How can a family physician with a demanding clinical schedule juggle patient care with the grueling administrative and travel duties required of the president-elect of the American Academy of Family Physicians (AAFP)? Lori Heim, MD, FAAFP, found the perfect compromise: Give up the family practice and become a hospitalist.
She did so last November, soon after AAFP members voted her the next president of one of the nation’s largest medical organizations. In fact, she is the only hospitalist at 104-bed Scotland Memorial Hospital in Laurinburg, N.C.
“I was looking for an opportunity while I was working as president-elect and then president of the academy,” says Dr. Heim, who takes over as president of the 94,000-member AAFP in October. “Because of the heavy travel demands, it was not possible to keep my old practice.”
Although the career swap is borne of professional necessity, Dr. Heim says her transition to HM practice has been relatively easy. “I love it. [The new job] utilizes my prior training and skills,” she says. “In private practice, I was doing rounds on my own patients, then I would have to run to the office to see my other patients. I could see the advantages of using the hospitalist services. … Now, here I am on this side.”
An active AAFP member for nearly 25 years, Dr. Heim brings a unique confluence of medical training and experience to her new role. She has firsthand knowledge of the key issues intersecting primary care and hospital-based practice—care coordination, physician reimbursement, and quality improvement. She also acknowledges that walls need to be broken down when it comes to family physicians (FP) transitioning to HM careers. More complete training and improvement in hospital administrations’ understanding of an FP’s clinical capabilities will advance their entrance into hospitalist careers.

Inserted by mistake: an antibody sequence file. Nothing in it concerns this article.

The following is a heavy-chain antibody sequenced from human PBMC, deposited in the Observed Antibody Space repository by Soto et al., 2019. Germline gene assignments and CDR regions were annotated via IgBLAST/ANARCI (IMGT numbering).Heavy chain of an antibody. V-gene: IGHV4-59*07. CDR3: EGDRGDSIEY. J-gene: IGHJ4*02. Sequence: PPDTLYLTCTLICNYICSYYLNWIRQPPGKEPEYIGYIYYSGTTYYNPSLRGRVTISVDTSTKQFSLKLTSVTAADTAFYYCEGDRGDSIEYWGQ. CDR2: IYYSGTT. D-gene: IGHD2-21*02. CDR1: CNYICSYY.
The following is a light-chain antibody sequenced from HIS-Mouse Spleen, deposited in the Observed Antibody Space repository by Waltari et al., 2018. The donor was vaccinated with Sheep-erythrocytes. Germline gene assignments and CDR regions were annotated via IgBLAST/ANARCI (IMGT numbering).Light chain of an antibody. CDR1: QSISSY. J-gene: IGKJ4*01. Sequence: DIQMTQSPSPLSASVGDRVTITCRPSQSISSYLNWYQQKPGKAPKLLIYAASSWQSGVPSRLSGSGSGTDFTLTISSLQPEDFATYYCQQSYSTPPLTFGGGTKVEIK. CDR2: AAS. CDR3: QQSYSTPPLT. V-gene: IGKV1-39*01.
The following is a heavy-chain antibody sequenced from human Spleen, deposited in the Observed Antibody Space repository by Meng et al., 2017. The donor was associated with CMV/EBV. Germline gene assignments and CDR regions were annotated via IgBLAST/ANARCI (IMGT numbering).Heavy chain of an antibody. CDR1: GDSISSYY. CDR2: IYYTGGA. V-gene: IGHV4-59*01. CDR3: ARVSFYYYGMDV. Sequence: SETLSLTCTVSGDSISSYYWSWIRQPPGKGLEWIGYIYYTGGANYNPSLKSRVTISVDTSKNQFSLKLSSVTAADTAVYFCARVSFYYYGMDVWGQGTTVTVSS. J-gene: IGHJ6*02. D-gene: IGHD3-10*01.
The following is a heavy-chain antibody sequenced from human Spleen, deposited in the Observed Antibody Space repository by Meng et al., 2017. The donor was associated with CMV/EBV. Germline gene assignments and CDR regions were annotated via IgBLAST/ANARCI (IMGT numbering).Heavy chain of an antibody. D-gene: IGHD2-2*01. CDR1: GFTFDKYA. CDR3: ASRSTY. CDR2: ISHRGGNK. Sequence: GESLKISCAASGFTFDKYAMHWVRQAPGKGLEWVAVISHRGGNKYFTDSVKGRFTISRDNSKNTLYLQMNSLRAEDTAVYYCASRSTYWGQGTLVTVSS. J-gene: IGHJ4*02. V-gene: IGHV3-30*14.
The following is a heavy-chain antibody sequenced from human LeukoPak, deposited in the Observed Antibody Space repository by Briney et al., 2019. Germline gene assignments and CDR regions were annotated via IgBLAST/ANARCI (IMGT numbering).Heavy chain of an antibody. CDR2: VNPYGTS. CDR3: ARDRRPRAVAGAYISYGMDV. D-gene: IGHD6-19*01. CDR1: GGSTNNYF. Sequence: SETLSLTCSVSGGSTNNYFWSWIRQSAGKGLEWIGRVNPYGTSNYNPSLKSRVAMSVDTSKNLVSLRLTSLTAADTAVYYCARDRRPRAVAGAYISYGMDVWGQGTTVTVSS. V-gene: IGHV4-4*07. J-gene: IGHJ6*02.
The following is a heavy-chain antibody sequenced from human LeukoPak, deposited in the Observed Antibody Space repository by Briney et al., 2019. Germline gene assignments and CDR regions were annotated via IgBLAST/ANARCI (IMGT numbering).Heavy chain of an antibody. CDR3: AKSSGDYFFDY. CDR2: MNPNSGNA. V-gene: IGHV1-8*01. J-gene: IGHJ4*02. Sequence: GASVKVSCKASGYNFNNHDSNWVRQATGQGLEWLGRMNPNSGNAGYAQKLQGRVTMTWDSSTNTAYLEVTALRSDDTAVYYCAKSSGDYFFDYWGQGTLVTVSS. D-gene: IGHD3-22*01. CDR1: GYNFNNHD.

“I think it could become a large trend because of the financial constraints on family care,” Dr. Heim says, also noting the lifestyle benefits of an HM career. “FPs often cannot do both inpatient and outpatient care. Your productivity, if you are in the clinic, must make a tradeoff between rounds and office hours—and how late at night do I want to be doing rounds?”
Bumpy Road to HM
The transition from family practice to HM is working out well for Heim, but it wasn’t as smooth as one might expect for a decorated career physician.
The daughter of a military pilot, Dr. Heim earned her bachelor’s degree with honors from Portland State University and her medical degree at the Uniformed Services University of Health Sciences in Bethesda, Md. Following her residency at Andrews Air Force Base in Maryland and a fellowship in faculty development and research at the University of North Carolina at Chapel Hill, her military medical career resembled a spiral staircase. She went from staff physician to clinic chief to residency director to chief of medical staff, with a few stops in between. After 25 years of military service, she retired as an Air Force colonel and opened a private practice.
Even with decades of training and patient care under her belt, Dr. Heim wasn’t rubber-stamped into a hospitalist position. It’s an issue she hopes to address as part of her AAFP tenure. “I know of hospitals where family physicians can admit and treat their patients but not be considered for a hospitalist position. It happened to me,” she explains. “I went and found a hospital that would use my skills.”